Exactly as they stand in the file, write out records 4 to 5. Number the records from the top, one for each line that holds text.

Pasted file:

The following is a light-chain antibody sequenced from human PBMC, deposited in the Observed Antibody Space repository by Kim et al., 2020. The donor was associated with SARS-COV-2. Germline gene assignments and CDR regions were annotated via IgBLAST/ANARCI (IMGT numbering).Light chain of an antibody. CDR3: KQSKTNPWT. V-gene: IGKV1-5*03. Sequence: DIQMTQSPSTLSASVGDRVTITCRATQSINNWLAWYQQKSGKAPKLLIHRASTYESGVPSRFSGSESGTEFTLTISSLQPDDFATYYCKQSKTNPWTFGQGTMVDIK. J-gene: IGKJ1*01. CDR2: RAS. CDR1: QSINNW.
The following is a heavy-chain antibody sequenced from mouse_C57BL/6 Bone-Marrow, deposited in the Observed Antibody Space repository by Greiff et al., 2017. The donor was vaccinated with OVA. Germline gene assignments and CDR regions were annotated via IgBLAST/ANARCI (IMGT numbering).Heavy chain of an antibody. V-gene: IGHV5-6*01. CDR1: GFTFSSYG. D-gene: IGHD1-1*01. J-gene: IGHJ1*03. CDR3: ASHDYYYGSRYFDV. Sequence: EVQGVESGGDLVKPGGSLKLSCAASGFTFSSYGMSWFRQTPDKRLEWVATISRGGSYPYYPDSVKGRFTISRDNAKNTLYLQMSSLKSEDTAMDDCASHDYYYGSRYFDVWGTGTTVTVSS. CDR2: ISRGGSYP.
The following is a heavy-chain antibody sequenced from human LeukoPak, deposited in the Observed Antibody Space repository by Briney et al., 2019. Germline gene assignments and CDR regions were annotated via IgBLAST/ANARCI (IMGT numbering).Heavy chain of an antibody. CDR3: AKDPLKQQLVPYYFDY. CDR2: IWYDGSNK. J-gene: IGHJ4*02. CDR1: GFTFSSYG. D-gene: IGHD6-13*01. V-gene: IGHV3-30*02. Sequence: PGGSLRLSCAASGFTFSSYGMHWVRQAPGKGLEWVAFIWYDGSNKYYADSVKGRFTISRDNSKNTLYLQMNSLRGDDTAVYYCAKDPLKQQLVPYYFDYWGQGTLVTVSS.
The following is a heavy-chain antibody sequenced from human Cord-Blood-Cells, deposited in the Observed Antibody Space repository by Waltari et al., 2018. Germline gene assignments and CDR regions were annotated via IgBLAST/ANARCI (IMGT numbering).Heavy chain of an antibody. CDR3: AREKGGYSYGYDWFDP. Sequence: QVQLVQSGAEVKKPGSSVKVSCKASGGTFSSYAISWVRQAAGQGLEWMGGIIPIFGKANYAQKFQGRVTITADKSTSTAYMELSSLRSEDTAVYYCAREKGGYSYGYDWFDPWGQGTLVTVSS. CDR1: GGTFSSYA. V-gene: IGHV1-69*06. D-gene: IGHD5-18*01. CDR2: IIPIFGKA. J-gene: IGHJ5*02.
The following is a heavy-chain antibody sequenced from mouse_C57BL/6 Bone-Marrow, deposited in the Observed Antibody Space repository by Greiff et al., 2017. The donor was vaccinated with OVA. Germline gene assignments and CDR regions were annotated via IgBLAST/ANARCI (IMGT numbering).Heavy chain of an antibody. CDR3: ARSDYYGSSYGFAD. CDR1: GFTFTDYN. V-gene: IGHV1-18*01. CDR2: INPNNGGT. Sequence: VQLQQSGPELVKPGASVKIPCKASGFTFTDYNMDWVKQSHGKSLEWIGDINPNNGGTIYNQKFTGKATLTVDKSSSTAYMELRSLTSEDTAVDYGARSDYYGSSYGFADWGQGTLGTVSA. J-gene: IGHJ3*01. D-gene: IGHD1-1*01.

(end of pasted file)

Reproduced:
The following is a heavy-chain antibody sequenced from human Cord-Blood-Cells, deposited in the Observed Antibody Space repository by Waltari et al., 2018. Germline gene assignments and CDR regions were annotated via IgBLAST/ANARCI (IMGT numbering).Heavy chain of an antibody. CDR3: AREKGGYSYGYDWFDP. Sequence: QVQLVQSGAEVKKPGSSVKVSCKASGGTFSSYAISWVRQAAGQGLEWMGGIIPIFGKANYAQKFQGRVTITADKSTSTAYMELSSLRSEDTAVYYCAREKGGYSYGYDWFDPWGQGTLVTVSS. CDR1: GGTFSSYA. V-gene: IGHV1-69*06. D-gene: IGHD5-18*01. CDR2: IIPIFGKA. J-gene: IGHJ5*02.
The following is a heavy-chain antibody sequenced from mouse_C57BL/6 Bone-Marrow, deposited in the Observed Antibody Space repository by Greiff et al., 2017. The donor was vaccinated with OVA. Germline gene assignments and CDR regions were annotated via IgBLAST/ANARCI (IMGT numbering).Heavy chain of an antibody. CDR3: ARSDYYGSSYGFAD. CDR1: GFTFTDYN. V-gene: IGHV1-18*01. CDR2: INPNNGGT. Sequence: VQLQQSGPELVKPGASVKIPCKASGFTFTDYNMDWVKQSHGKSLEWIGDINPNNGGTIYNQKFTGKATLTVDKSSSTAYMELRSLTSEDTAVDYGARSDYYGSSYGFADWGQGTLGTVSA. J-gene: IGHJ3*01. D-gene: IGHD1-1*01.